A much easier problem to solve is that of finding a maximal independent set, which is an independent set not contained in any other independent set. We begin with a single vertex. We find a vertex not adjacent to it and add it, then find a vertex adjacent to neither of these and add it, and so on until we can find no more vertices to add. At this time the set is maximal independent. More complex algorithms are known for listing all maximal independent sets, but the number of such sets can be exponential in the number of vertices. This can be seen by constructing a graph containing n disconnected triangles. The maximum independent set is obviously of order n, taking one vertex from each triangle. The number of maximal independent sets is therefore 3n (Moon & Moser 1965). In graph theory, an independent set is a set of nodes on a graph such that no edge is complete. ...


Proof of NP-completeness

It's easy to see that the problem is in NP, since if we have a subset of vertices, we can check to make sure there are no edges between any two of them in polynomial time. To show the problem is NP-hard, we will use a reduction from another NP-complete problem.


Assume we already know Cook's result that the boolean satisfiability problem is NP-complete. One can efficiently reduce any boolean formula to conjunctive normal form (CNF). In conjunctive normal form: 3SAT redirects here. ... In boolean logic, a formula is in conjunctive normal form (CNF) if it is a conjunction of clauses, where a clause is a disjunction of literals. ...

  • The formula is a conjunction (and) of clauses.
  • Each clause is a disjunction (or) of literals.
  • Each literal is either a variable or its negation.

For example, the following formula is in CNF form, where ~ denotes negation:

(x1 or ~x2 or ~x3) and (x1 or x2 or x4)

Such a formula is satisfiable if we can assign true/false values to each variable in such a way that at least one literal in every clause is true. For example, any assignment with x2 false and x4 true satisfies the above formula. The problem of determining whether a formula in CNF form is satisfiable is also NP-complete and is called CNF-SAT.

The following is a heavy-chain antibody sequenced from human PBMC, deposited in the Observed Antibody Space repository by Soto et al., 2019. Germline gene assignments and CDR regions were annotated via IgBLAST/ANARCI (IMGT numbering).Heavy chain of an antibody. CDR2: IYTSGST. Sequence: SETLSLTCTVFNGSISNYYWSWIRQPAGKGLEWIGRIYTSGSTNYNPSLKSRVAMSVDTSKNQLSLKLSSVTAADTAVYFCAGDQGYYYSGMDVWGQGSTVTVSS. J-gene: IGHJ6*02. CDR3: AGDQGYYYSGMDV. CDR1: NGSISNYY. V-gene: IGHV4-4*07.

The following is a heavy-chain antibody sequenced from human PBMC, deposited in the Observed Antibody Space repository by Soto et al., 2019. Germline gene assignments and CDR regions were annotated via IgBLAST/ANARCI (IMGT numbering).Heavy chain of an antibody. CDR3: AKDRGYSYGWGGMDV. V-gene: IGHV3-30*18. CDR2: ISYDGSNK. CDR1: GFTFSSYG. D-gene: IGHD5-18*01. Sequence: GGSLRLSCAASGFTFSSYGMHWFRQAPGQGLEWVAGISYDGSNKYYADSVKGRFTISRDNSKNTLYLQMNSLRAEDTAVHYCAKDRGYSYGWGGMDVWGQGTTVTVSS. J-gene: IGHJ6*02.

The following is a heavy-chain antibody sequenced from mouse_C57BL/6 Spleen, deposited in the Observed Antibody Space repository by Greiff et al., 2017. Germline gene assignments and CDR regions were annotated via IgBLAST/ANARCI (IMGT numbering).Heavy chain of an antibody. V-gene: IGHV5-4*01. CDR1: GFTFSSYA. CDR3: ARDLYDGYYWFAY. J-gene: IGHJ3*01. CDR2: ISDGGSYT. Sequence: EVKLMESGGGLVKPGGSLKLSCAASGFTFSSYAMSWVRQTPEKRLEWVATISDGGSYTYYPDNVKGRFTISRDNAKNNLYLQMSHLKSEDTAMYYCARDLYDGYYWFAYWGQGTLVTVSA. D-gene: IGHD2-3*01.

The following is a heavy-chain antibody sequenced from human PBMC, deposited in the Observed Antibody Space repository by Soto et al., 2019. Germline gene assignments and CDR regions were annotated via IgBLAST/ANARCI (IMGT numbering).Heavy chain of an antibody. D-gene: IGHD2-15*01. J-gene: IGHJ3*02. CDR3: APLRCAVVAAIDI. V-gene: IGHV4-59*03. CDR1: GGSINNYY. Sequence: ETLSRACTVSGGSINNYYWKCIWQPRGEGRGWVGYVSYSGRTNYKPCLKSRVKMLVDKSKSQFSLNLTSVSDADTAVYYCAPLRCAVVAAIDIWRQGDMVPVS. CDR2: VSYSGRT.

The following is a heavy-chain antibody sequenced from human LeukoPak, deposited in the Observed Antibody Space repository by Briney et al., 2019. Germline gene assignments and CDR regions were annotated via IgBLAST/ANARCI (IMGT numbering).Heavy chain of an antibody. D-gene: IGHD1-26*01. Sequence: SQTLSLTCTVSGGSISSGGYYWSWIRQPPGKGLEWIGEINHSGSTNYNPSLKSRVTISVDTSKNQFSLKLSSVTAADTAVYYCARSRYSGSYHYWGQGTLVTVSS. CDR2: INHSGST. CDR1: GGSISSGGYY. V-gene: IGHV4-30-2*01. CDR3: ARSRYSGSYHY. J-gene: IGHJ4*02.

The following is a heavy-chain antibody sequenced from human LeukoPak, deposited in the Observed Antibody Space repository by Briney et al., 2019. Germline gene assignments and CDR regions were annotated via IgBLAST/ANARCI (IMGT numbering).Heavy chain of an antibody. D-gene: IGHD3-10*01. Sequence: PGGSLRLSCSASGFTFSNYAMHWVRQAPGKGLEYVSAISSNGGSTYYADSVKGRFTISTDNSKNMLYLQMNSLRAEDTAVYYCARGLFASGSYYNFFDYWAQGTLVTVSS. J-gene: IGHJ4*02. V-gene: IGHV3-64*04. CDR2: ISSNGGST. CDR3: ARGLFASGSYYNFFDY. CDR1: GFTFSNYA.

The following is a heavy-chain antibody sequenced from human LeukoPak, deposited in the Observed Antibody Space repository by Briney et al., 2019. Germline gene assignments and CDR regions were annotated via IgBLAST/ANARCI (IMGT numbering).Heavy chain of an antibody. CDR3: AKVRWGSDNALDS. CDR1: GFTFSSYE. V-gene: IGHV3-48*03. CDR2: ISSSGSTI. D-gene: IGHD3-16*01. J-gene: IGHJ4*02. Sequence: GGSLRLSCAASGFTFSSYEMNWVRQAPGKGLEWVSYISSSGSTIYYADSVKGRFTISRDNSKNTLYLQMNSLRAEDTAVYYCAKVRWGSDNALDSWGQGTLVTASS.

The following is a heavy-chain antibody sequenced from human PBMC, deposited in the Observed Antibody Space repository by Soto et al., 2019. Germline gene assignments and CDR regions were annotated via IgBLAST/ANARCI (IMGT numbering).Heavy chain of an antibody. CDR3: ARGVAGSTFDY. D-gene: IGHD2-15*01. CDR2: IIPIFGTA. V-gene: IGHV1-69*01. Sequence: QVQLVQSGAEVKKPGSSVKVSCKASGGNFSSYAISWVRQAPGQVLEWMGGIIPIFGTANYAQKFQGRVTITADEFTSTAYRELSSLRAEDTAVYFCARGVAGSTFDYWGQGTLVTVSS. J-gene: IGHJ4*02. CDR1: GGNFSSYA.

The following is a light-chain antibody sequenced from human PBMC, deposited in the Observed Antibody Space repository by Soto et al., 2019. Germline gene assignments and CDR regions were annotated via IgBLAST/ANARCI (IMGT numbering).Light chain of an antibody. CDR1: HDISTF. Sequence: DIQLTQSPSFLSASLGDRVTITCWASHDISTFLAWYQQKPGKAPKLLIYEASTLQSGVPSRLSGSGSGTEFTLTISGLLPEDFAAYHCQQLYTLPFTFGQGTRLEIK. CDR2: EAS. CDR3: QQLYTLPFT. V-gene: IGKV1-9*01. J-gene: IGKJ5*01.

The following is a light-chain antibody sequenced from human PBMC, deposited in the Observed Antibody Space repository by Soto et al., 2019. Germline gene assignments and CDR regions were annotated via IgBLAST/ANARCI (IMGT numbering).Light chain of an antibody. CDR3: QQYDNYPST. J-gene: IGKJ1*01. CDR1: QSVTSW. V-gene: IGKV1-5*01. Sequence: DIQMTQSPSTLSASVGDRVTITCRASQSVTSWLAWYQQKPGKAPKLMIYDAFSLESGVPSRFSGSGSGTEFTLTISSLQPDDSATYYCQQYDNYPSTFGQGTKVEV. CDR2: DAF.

The graph constructed by this reduction for the example formula above
The graph constructed by this reduction for the example formula above

Now, we describe a polynomial-time many-one reduction from CNF-SAT to the independent set problem. First, create a vertex for every literal in the formula; include duplicate vertices for those occurring more than once. Put an edge between: Image File history File links No higher resolution available. ... Image File history File links No higher resolution available. ... In computational complexity theory a polynomial-time reduction is a reduction which is computable by a deterministic Turing machine in polynomial time. ...

  1. Any two literals which are negations of one another.
  2. Any two literals which are in the same clause.

For example, in our example above, x2 would be adjacent to ~x2, the first x1 would be adjacent to ~x2, and the second x1 would be adjacent to x4.


We argue now that this graph has an independent set of size at least k, where k is the number of clauses, if and only if the original formula was satisfiable.


Suppose we have an assignment satisfying the original formula. Then we can choose one literal from each clause which is made true by this assignment. This set is independent, because it only includes one literal from each clause (no edges of type 2), and because no assignment makes both a literal and its negation true (no edges of type 1).